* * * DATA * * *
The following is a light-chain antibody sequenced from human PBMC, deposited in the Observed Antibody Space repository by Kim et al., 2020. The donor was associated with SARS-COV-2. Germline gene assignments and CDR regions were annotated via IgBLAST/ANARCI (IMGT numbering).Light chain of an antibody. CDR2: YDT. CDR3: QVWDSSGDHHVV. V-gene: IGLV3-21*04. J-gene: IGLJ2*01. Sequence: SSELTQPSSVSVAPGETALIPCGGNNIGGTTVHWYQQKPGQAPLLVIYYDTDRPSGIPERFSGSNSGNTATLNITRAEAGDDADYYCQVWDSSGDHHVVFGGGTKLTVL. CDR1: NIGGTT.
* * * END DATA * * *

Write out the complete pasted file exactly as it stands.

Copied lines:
The following is a light-chain antibody sequenced from human PBMC, deposited in the Observed Antibody Space repository by Kim et al., 2020. The donor was associated with SARS-COV-2. Germline gene assignments and CDR regions were annotated via IgBLAST/ANARCI (IMGT numbering).Light chain of an antibody. CDR2: YDT. CDR3: QVWDSSGDHHVV. V-gene: IGLV3-21*04. J-gene: IGLJ2*01. Sequence: SSELTQPSSVSVAPGETALIPCGGNNIGGTTVHWYQQKPGQAPLLVIYYDTDRPSGIPERFSGSNSGNTATLNITRAEAGDDADYYCQVWDSSGDHHVVFGGGTKLTVL. CDR1: NIGGTT.